There is no cure for GBS. Treatment is aimed at reducing symptoms, treating complications, and speeding up recovery.
In the early stages of the illness, a treatment called apheresis or plasmapheresis may be given. This treatment involves removing or blocking the proteins, called antibodies, that attack the nerve cells. Another treatment is intravenous immunoglobulin (IVIg). Both treatments lead to faster improvement, and both are equally effective. There is no advantage to using both treatments. Other treatments help reduce inflammation.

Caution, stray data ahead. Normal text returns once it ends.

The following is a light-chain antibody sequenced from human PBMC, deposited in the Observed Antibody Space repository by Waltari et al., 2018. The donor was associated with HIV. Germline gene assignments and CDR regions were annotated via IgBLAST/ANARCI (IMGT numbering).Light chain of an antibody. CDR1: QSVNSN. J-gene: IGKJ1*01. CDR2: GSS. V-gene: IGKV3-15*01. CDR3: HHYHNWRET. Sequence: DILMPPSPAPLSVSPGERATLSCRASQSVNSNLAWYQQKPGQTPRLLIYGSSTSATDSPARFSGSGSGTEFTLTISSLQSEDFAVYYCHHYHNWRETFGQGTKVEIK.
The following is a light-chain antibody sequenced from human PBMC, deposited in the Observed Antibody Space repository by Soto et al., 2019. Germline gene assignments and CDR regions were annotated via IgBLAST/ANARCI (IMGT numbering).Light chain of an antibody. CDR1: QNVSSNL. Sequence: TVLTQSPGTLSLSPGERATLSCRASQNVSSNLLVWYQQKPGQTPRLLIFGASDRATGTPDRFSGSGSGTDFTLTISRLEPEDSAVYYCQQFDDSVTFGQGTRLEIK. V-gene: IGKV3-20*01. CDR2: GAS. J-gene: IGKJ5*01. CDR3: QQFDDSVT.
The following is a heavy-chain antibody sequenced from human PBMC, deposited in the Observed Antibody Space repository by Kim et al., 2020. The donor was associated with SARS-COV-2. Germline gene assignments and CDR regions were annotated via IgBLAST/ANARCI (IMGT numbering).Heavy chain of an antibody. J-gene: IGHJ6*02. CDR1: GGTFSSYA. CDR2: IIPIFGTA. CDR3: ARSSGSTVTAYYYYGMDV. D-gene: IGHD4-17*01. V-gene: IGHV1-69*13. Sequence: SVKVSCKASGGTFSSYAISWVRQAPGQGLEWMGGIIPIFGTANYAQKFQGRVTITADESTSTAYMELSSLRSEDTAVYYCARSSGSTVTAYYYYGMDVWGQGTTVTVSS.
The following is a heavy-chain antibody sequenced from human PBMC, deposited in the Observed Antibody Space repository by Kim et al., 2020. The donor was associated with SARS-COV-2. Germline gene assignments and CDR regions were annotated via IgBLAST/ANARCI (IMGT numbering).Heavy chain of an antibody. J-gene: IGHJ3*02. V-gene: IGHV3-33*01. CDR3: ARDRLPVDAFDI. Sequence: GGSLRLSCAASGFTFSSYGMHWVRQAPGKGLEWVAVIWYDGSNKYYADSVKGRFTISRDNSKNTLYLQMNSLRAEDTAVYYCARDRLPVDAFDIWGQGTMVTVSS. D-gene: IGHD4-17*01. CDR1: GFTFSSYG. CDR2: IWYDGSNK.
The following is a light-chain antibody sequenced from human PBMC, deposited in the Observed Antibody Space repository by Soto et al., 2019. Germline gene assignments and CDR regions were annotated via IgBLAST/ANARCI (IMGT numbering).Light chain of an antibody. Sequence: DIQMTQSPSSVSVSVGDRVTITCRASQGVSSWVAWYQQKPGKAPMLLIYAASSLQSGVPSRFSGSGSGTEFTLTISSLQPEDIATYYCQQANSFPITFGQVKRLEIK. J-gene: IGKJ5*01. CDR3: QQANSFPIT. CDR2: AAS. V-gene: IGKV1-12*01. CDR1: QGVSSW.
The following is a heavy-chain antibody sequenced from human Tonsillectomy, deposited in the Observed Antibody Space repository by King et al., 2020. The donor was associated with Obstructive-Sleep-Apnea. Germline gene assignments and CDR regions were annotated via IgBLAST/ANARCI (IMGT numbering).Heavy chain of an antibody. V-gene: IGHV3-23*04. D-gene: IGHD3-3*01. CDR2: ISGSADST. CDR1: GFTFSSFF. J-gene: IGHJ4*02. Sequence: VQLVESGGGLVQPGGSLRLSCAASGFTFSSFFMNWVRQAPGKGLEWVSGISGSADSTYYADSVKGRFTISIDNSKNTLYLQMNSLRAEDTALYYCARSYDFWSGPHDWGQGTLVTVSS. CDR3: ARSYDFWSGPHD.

When symptoms are severe, treatment in the hospital will be needed. Breathing support will likely be given.
Other treatments in the hospital focus on preventing complications. These may include:
- Blood thinners to prevent blood clots
- Breathing support or a breathing tube and ventilator, if the diaphragm is weak
- Pain medicines or other medicines to treat pain
- Proper body positioning or a feeding tube to prevent choking during feeding, if the muscles used for swallowing are weak
- Physical therapy to help keep joints and muscles healthy